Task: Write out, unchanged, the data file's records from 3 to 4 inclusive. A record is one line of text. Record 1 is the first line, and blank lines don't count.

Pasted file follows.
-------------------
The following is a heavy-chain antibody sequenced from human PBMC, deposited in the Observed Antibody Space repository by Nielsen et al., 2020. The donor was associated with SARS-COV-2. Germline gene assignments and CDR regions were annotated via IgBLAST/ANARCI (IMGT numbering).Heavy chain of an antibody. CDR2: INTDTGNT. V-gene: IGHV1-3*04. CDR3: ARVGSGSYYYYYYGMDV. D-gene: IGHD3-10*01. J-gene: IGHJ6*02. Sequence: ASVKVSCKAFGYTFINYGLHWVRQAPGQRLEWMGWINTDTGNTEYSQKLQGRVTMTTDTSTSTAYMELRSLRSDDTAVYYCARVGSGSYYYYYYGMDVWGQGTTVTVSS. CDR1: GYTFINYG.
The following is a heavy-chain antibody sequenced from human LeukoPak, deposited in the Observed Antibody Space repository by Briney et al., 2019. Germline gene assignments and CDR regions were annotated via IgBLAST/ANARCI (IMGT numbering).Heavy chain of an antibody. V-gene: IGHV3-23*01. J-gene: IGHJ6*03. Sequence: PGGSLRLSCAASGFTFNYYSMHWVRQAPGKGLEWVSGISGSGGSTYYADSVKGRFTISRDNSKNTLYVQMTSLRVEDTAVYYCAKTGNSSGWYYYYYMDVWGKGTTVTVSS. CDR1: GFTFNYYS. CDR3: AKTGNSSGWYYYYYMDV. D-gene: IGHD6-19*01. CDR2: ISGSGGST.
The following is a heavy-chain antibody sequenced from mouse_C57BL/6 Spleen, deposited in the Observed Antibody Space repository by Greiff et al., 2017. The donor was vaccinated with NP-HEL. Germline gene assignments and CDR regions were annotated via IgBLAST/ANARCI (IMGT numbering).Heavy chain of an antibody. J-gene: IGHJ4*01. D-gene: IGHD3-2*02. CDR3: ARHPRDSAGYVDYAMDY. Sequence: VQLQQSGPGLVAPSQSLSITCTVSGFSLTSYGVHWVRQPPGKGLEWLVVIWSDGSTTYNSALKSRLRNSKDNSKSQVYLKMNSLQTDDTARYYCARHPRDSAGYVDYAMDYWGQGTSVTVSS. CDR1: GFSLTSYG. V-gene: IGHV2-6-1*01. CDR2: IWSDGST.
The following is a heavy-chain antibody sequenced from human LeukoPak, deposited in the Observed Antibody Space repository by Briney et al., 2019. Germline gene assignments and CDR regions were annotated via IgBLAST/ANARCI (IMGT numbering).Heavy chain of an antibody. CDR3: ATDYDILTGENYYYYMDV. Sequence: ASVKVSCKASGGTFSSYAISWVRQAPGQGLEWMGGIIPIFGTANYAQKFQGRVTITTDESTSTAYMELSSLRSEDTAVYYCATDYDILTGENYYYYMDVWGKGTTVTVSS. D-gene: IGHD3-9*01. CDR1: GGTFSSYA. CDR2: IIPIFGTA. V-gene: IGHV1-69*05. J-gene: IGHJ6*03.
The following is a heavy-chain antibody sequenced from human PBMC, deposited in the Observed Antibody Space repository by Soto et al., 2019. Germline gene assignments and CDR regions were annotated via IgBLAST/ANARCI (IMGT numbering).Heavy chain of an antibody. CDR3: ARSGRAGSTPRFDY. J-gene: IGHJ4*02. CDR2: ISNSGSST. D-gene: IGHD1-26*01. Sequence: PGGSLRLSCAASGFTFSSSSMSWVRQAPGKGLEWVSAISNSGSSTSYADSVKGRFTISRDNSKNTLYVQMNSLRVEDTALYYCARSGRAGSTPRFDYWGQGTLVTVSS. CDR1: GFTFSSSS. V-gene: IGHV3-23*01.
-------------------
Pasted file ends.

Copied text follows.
The following is a heavy-chain antibody sequenced from mouse_C57BL/6 Spleen, deposited in the Observed Antibody Space repository by Greiff et al., 2017. The donor was vaccinated with NP-HEL. Germline gene assignments and CDR regions were annotated via IgBLAST/ANARCI (IMGT numbering).Heavy chain of an antibody. J-gene: IGHJ4*01. D-gene: IGHD3-2*02. CDR3: ARHPRDSAGYVDYAMDY. Sequence: VQLQQSGPGLVAPSQSLSITCTVSGFSLTSYGVHWVRQPPGKGLEWLVVIWSDGSTTYNSALKSRLRNSKDNSKSQVYLKMNSLQTDDTARYYCARHPRDSAGYVDYAMDYWGQGTSVTVSS. CDR1: GFSLTSYG. V-gene: IGHV2-6-1*01. CDR2: IWSDGST.
The following is a heavy-chain antibody sequenced from human LeukoPak, deposited in the Observed Antibody Space repository by Briney et al., 2019. Germline gene assignments and CDR regions were annotated via IgBLAST/ANARCI (IMGT numbering).Heavy chain of an antibody. CDR3: ATDYDILTGENYYYYMDV. Sequence: ASVKVSCKASGGTFSSYAISWVRQAPGQGLEWMGGIIPIFGTANYAQKFQGRVTITTDESTSTAYMELSSLRSEDTAVYYCATDYDILTGENYYYYMDVWGKGTTVTVSS. D-gene: IGHD3-9*01. CDR1: GGTFSSYA. CDR2: IIPIFGTA. V-gene: IGHV1-69*05. J-gene: IGHJ6*03.